Bonus Stop using spreadsheets for managing test cases
There is a large segment of software testers who use spreadsheets to manage their test cases. Spreadsheets are popular among testers because of their simplicity, familiarity, and convenience. Nevertheless, spreadsheets have been built for different reasons and weren’t designed to manage test cases or bugs. The future holds many challenges for testers who depend on spreadsheets.
Test case management tools provide a more structured and organized approach to software testing, increasing efficiency and accuracy.
Here’s a comparison between test case management tools and spreadsheets:
|Test management tools
|Spreadsheets are not scalable.
Maintaining test cases in spreadsheets becomes a nightmare as your test cases grow. When test cases are maintained on multiple tabs and sheets, it becomes a hassle.
|Test case management tools are Highly scalable and maintainable.
In addition to helping you to create and organize a large number of test cases, they also help you to manage them effectively with folders, tags, and custom fields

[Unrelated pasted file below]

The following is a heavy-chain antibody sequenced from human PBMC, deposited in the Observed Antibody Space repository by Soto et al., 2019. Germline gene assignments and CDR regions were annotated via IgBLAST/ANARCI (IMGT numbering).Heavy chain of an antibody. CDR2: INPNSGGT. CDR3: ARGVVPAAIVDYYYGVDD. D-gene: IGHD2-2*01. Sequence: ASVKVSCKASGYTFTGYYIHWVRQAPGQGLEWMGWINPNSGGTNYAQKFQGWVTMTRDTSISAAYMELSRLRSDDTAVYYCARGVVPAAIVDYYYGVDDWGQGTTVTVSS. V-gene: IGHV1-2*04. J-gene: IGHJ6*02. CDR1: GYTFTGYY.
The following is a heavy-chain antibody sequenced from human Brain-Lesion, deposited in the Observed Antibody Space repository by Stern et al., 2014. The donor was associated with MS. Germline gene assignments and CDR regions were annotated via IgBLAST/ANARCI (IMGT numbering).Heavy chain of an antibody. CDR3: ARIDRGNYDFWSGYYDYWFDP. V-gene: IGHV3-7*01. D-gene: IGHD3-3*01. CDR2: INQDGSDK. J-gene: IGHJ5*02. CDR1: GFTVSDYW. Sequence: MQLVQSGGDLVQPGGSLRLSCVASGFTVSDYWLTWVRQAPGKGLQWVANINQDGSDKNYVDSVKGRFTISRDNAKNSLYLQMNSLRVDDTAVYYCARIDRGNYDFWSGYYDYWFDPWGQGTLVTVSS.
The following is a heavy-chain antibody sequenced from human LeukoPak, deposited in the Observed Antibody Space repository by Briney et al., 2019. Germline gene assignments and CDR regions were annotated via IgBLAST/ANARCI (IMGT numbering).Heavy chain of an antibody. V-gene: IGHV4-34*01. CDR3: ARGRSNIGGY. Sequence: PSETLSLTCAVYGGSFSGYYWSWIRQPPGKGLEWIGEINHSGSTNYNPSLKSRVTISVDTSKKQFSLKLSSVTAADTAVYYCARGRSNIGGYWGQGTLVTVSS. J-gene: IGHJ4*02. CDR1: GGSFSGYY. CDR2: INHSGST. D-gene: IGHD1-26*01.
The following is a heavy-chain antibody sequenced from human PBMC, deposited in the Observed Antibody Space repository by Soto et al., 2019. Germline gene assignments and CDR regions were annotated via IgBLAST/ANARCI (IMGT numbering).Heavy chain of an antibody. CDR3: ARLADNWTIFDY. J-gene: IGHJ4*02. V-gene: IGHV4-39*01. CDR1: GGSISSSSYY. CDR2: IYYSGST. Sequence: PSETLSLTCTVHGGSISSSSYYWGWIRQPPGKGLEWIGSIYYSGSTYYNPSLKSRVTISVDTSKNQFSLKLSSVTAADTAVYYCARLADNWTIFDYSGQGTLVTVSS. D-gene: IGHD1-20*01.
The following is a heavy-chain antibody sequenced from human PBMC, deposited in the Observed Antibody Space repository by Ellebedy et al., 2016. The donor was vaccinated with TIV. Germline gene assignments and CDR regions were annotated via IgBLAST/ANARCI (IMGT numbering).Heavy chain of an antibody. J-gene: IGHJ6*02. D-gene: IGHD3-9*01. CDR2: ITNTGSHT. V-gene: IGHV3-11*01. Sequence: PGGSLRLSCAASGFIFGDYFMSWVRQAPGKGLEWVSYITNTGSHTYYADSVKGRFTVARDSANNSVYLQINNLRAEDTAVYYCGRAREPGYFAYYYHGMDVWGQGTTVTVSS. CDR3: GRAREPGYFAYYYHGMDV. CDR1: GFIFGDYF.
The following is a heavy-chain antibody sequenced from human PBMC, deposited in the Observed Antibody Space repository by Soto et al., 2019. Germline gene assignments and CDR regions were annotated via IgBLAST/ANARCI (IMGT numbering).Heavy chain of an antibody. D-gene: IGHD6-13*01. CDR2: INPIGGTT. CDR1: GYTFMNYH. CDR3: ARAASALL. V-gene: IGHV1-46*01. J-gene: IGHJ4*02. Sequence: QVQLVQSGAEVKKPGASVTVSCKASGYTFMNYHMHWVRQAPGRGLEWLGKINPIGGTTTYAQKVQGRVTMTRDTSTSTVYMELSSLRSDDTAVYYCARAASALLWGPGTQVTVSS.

|Reusability of test cases and test steps is not available with spreadsheets
|The test case management tool allows you to reuse test cases and test steps, saving you a lot of time and effort.
|It is difficult to track tests back to requirements or executions to bugs
|Testers can easily map requirements with appropriate test cases and track coverage using these tools.
Furthermore, test case management tools facilitate the execution of automated tests.
|With spreadsheets, you can only have basic access management.
You can assign basic read/review/edit access to users.
|Good test case management tools are highly secure.
They help you create roles and set custom permissions.
|Visualizing, and making sense of data. As a Leader,